PHOTO: Rex Schuberg, Morgon Bolden, Seth Boldn, (Ret.) Col. Rick Steinke and Tom Shanahan
By TOM SHANAHAN
The Army-Navy Game never disappoints.
That’s what two of us told the other as three old friends from Big Rapids, Mi., gathered from our places in the world for the 119th Army-Navy Game Saturday at Lincoln Financial Field in Philadelphia. One flew in from Germany, one drove from our Michigan hometown and I flew from Raleigh, N.C.
For me, it was my fourth Army-Navy Game but first outside the press box and seated in the stands.
U.S. Army Col. (Ret.) Rick Steinke, a West Point graduate and my Little League baseball teammate, dates his Army-Navy Game experiences to his Cadet days when it was played at JFK Stadium – now a parking lot in the South Philadelphia Sports Complex. This year, though, was his first since 1998. He traveled from Germany, where he is an Associate Dean at the George C. Marshall European Center for Security Studies.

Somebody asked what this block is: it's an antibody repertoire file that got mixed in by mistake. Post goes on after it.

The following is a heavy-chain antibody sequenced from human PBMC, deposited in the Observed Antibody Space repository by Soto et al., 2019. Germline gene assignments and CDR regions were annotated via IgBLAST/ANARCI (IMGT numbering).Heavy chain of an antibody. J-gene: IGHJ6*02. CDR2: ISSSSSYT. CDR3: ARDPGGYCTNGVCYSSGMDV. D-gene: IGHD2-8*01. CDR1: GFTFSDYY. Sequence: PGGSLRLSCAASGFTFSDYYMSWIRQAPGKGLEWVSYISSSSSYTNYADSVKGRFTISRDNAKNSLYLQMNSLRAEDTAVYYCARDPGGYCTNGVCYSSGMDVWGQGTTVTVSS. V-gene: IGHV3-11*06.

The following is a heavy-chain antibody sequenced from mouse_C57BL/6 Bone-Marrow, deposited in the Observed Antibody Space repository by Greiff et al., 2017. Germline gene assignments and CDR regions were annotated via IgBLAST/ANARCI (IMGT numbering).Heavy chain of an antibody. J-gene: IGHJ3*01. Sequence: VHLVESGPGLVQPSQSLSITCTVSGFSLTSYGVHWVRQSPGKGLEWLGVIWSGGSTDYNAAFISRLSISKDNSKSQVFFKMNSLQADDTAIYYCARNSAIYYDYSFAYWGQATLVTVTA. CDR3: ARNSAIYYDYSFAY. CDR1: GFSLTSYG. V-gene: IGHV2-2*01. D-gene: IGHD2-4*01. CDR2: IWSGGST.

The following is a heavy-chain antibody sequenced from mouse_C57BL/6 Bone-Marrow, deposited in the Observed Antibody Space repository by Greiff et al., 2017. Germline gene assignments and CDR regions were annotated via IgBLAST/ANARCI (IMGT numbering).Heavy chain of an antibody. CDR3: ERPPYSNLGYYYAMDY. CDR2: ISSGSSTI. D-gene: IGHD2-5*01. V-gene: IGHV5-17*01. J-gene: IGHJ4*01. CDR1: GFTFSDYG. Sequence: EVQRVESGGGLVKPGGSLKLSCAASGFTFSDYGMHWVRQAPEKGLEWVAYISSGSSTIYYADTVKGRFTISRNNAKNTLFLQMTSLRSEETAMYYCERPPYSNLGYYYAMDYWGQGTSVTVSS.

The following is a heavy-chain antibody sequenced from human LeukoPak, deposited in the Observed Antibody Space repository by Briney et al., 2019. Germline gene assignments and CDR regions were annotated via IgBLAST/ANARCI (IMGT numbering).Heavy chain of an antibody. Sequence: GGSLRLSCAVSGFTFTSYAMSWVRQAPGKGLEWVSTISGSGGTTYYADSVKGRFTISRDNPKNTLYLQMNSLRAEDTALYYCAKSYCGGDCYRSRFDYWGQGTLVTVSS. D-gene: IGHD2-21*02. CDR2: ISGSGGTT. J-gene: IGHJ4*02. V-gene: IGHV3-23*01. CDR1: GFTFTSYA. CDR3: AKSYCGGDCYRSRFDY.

Rex Schuberg was the one experiencing an Army-Navy Game baptism. Rex is the quasi-mayor of Big Rapids and anchor of a third-generation insurance business, the Schuberg Insurance Agency. We met at Riverview Elementary School in third grade when my family moved to Big Rapids, the college town for Ferris State University; my father was a professor.
We told Rex to forget the records. Sure enough, despite Army entering with a 9-2 record and Navy a 3-9 mark, the game was tense and hard-fought to the finish. Army survived a Navy rally to win 17-10.
But even on the occasion the game does turn out one-sided, there is so much else surrounding the experience. The entire day drips with inspiration and respect. The feelings are tapped from a deep well of 200 players representing West Point and Annapolis as well as their respective classmates in the stands numbering 8,000. They have committed to a volunteer military in uncertain times when we face a seemingly endless war on terrorism.
The players compete fiercely for 60 minutes, but ultimately they are on the same team. They stand together as each team sings its alma mater before its classmates. The goal is to sing second as the winners.
Our memorable day of experiences was bracketed by two pairs of siblings.
One sibling played for Army, two sat with the Cadets dressed in their dress grey with a long overcoat and one sat with the Midshipmen in her service dress blue coat.
First, at the ESPN College GameDay set, we met West Point’s Seth Bolden and his older sister that attends Annapolis, Morgan Bolden.